It’s no secret that we’re looking to simplify things at Cisco, streamline, provide stronger marketing support for partners, and increase partners’ profitability.
Now, new in-depth coverage from CRN gives more detail around the changes based on discussions with Rob Lloyd, EVP of Cisco’s WW Operations.
Here’s a quick recap and links to the coverage:
Cisco Gets Back To Business
Years from now, Cisco Systems’ landmark restructuring could be viewed as a highly profitable sales game changer that effectively squelched the rising competitive threat from from aggressive competitors like Hewlett-Packard, Juniper Networks, and Brocade.
As someone who helps manage the collaboration customer success program here at Cisco, I hear about all sorts of interesting ways companies both big and small are using technology to grow their business. When I come across an example that stands out, I like to tell people about it.
Issues Central is a specialty software firm based in Toronto, Canada that develops financial compliance and International Financial Reporting Standards (IFRS) Transition software. One of their well-known brands is IFRS PARTNER. Using Cisco WebEx technology with high-quality video, this 25-person company is selling their software around the world in North America, Asia, Africa, and Europe. Just that fact alone is interesting to me, but what makes their story even more compelling is how they’re using web conferencing tools in different ways, depending on the culture they’re selling into.
Issues Central is able to close roughly two-thirds of their North American deals online without a single in-person meeting.
As Charley Best, Issues Central’s vice president, touches on in the clip above, when the sales and marketing team is engaging with customers in Canada or the United States, WebEx serves as a closing tool to compel the prospect to ask for a proposal. As a result, Best estimates he closes roughly two-thirds of his North American deals online without a single in-person meeting.
As technologies become more complex, so do the means by which those technologies are sold. Expertise varies, and there is a point at which sales efforts are conducted in teams consisting of a sales rep who deals with the contractual element, and the sales engineer who handles the technical heavy-lifting.
Sales Reps are about the overall value proposition. They will hunt you down like a dog, identify your pain points, and come up with a basic idea of what you need, how much it costs, and how to finance it, if need be. In most cases, small businesses without complex technology needs will never see a sales engineer unless they pull-up next to one at a stoplight. But nonetheless, some small companies are big users of complicated applications. Therefore, the integration piece, the legacy software and devices involved, and your sheer value as a customer might generate a visit from an SE.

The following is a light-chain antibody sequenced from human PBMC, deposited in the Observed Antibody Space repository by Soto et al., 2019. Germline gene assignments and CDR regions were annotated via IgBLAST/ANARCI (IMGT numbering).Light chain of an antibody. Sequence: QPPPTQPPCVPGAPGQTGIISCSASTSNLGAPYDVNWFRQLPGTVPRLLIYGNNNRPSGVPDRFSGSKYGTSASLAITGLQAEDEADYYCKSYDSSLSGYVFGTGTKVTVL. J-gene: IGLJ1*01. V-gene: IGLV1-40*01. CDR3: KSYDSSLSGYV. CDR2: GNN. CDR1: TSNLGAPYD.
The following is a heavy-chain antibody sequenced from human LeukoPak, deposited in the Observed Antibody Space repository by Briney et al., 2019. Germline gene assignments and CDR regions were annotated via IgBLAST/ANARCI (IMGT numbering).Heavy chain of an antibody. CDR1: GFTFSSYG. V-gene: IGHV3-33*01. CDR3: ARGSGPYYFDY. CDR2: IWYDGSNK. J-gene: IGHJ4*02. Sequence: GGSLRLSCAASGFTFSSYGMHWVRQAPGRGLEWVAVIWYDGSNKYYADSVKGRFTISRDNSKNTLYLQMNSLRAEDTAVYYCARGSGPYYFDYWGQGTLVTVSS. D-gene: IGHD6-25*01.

On Feb. 3rd, Brian Fetherstonhaugh, Chairman and CEO of OgilvyOne facilitated a WebEx featuring a panel of thought leaders who shared their knowledge and experiences in using social media to create powerful sales strategies. In part one, Brian shared some amazing research about the changes social media has made to the sales cycle. Today, in part two, we’ll hear from the panel. You can listen to the entire WebEx here.
Meet the panel:
Sam Decker: founder of Mass Relevance. He worked with Dell on their ecommerce engine and also was CMO of Bazaarvoice. Now he is curating content. All of the millions and billions of pieces of content around the world, he pulls it together and curates it so that marketers and salespeople can engage with buyers.
Barbara Weaver Smith: founder and president of The Whale Hunters -- a strategic sales coaching firm. They help small businesses grow explosively by finding bigger customers and signing up bigger deals.
Sergio Balegno: director of research with Marketing Sherpa and MECLABS. His company has a phenomenal repository of over 7,000 case histories for the marketing and sales community.
The discussion in Part One focused on how the sales/buying cycle has really changed because of social media. As a result, selling has changed too. In part two, the discussion turned to evidence of this change and tips for dealing with it.
Is this change in buyer behavior happening in small businesses as well?
On Feb. 3rd, Brian Fetherstonhaugh, Chairman and CEO of OgilvyOne facilitated a WebEx featuring a panel of thought leaders who shared their knowledge and experiences in using social media to create powerful sales strategies. In part one (below), Brian shares some amazing research about the changes social media has made to the sales cycle. In part two, we hear from the panel. You can listen to the entire WebEx here.
Today we have some research and insights on how the whole area of buying and selling are changing. We’re going to talk about digital body language, the new form where you can observe, interpret, and respond to the buying signals that your customers and prospects are selling.
We will talk about how to use social media to sell, whether it’s Facebook, Twitter, YouTube, LinkedIn. How can you actually use social media not just to engage, but to actually get down and sell? Our terrific panel will be sharing some of their own experiences and some case histories of people using social media effectively to sell in the marketplace.
In the fall of 2010, OgilvyOne wanted to know how selling was changing as the world went digital. Read More »